Margaret Qualley barely sweats throughout, looking like a pretty college girl on spring break at all times; Alwyn is a handsome corpse in a jacket.

The other narrative thread – the heated affair between the two – is rather let down by the fact that Qualwyn has no chemistry at all, none, not one bit, not one iota; but if you can ignore that, Denis’ sultry aesthetic is much more in tune with this dimension of the film, and there’s some fun, frank sex stuff in the script. In particular, an uber-Denis touch comes when we see that the couple had sex while Trish was on her period, as Daniel’s chest is covered in menstrual blood, which she tenderly wicks from her body: it’s good frank sex, with Denis’s sex. habitual eye for color and pragmatic handling of taboos. Another scene – that of the “suck me” – in which the two lovers are covered in water droplets, in the light of neon lights, lying on hotel sheets and drying themselves with radiators, is a beauty. painful. In general, Denis captures these bodies together beautifully, like in a frenzied scene in a bar, to a wonderful Tindersticks song, all in pink light and on an electric blue background: it’s so woozy and radiant, giving a fine sense of passion that should take hold of these characters.

Denis’s dialogue, taken from the book by Denis Johnson, and in collaboration with filmmaker Léa Mysius, sometimes seems quite stiff and unnatural: there is an overriding feeling that the laconic lines and the repartee between the characters should have some Gunpowder by Graham Greene. , but the dialogue here is pretty dumb. In a confusing first scene, Daniel asks Trish if she’s a prostitute or a press, and she replies, “We’re all press,” to which he replies, “So we’re all for sale.” It’s not very funny, but it could be turned into something passable – and these actors make a meal out of it. On another occasion, Daniel observes: “There’s nothing like running away in an old Toyota. What? Actor Danny Ramirez, who plays a menacing Nicaraguan security guard, has a better time, with a nice direct reading of the line: “I don’t like people like you.” I don’t like giving you money,” delivered towards Trish. This kind of flatness serves the film much better than wry/desperate banter, as it serves a largely un-American politics that could do with fleshing out.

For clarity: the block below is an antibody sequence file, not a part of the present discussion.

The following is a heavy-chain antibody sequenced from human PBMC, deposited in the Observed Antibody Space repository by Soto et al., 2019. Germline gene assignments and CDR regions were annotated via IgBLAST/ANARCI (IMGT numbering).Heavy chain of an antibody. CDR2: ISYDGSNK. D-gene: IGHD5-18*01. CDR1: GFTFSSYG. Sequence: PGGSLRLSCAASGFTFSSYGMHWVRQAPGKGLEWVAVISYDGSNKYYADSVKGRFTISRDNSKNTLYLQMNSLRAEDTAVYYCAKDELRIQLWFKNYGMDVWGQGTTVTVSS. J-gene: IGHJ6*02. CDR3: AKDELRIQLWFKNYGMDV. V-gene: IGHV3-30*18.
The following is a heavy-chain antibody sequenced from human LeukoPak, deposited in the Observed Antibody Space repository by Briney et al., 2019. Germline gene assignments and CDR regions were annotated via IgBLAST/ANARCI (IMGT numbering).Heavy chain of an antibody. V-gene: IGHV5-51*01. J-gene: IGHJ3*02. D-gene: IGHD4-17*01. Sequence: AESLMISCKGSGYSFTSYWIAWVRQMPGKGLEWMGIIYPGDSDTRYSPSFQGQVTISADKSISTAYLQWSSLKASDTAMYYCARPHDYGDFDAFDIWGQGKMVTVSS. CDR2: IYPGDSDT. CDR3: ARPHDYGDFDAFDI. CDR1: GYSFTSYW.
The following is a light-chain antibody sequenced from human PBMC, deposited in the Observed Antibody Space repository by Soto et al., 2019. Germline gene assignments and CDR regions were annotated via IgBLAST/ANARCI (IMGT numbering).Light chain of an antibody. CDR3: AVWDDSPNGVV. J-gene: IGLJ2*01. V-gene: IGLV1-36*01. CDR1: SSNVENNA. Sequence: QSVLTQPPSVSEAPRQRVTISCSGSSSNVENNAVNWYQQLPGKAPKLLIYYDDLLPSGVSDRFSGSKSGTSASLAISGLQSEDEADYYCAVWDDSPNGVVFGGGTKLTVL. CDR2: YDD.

The stars at noon is decidedly minor Claire Denis – a film that invites unflattering comparisons with white material and Bastards, and a movie where some things clearly went wrong, or maybe still need polishing. (The edit presented at Cannes was rushed into competition and could presumably be reworked for its general release.) The question of the main actors is crucial, because Denis’ universe, and his style, are so particular that they are deeply translated by less than perfect interpreters. But all is not a disaster here: the sheer style of the film in particular is so inviting and drips with all the sensuality missing from the central couple. The stars at noonfor all its flaws, still offers the chance to see a master stylist at work.